How is Steel Made?

an image of steel being made in a steel furnace

As you may know, steel is a ferrous alloy as it’s a compound of multiple materials, one of which being iron (with the presence of steel being the determining factor as to whether a metal is ferrous or non-ferrous). You may now also be considering how steel is actually made, and perhaps what makes it just so useful.

Here at Mundy Structural Steel, we have a wealth of experience in structural steel construction, so we understand the process of making the metal. That’s why we’ve decided to run you through a basic rendition of the process in our latest blog post below.

Step One

Step one is to mine the iron ore, and this is done in many countries throughout the world including India, China, Australia, and Brazil. Sedimentary rocks are also ground up, using a magnetic roller to extract the iron ore.

Interestingly, around 98% of the iron ore mined throughout the world is used to product steel.

Step Two

Iron ore is mixed with coke, which is a fuel of few impurities and a high carbon content that derives from coal. This mixture, when heated, forms molten iron.

Step Three

This molten iron needs to now be heated in a furnace to remove impurities and combine different elements to form the correct steel compound. There are two methods for doing this:

Basic Oxygen Process (BOP)

In the basic oxygen process, a furnace is charged using scrap steel (25%) in order to control high temperatures from the exothermic reactions between iron and oxygen. The remaining 75% will be liquid iron.

Oxygen is blasted into this mixture using a lance that is lowered into the molten metal, combining with the compound to remove impure elements like carbon, silicon, manganese, and phosphorus. This causes an exothermic reaction.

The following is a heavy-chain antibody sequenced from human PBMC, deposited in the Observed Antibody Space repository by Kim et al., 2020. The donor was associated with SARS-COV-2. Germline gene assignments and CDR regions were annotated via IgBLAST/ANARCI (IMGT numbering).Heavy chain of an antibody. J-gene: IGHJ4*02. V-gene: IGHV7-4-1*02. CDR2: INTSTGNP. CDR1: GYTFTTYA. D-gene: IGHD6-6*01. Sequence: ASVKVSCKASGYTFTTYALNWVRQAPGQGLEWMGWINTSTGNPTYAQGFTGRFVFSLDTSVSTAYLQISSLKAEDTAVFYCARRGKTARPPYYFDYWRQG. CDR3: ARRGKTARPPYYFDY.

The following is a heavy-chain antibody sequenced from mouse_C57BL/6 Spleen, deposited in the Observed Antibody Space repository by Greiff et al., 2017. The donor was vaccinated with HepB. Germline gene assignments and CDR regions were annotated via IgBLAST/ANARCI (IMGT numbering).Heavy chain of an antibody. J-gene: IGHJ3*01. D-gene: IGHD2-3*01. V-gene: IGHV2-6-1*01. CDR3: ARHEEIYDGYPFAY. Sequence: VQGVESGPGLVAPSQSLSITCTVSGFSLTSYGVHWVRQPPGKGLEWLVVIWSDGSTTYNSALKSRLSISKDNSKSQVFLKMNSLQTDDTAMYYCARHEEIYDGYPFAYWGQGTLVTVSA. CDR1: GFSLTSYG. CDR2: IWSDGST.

Lime is then added to combine with the impurities and form ‘slag’.

This process takes around twenty minutes, after which a sample will be taken to check the chemical composition of the steel is correct. The molten metal will then be passed through a tap hole into a ladle for transporting to casters.

If changes to the compound are required, the secondary steel production process will begin.

Electric Arc Furnace (EAF)

The electric arc furnace uses high current electric arcs to melt steel scrap and convert it into a liquid metal. First, the scrap steel is loaded into the EAF from overhead and the lid is lowered, which contains the electrodes that will form the arc.

An electric current is passed through the electrodes in order to form the ar, where the heat generated melts the scrap steel. Other metals may be added at this point if a specific alloy is desired.

Once melted, once again, oxygen is blasted in to purify the molten metal. Lime and fluorspar are then also added to combine with the impurities released by the oxygen and form slag.

A sample of the material is taken before eliminating the slag to check the chemical composition where, if correct, it is then ladled and transported to a caster.

Step Four

In the final stage of the process, the liquid metal is passed through casters and formed (usually) into one of three shapes – a slab, a bloom, or a billet. These shapes are the primary forms of the steel, and will likely later be melted down into a specific shape for the job requirements.

Slabs are usually rolled into flat products like plates.

Blooms are generally later formed into structural shapes like beams.

Billets are for the production of bars and rods.

The Bessemer Process

This process is internationally recognised as the most common method for producing steel and was pioneered as the Bessemer Process – or the first, affordable method for producing steel – by Sir Henry Bessemer in 1856.

In simple terms, the process for creating steel is by alloying iron with carbon (less than 1%, which comes from the coke) and removing impurities.

Mundy Structural Steel

If you would like to hear more about our structural steel fabrication and erection services here at Mundy Structural Steel, please contact us by calling 020 8818 6930 or filling out our simple contact form.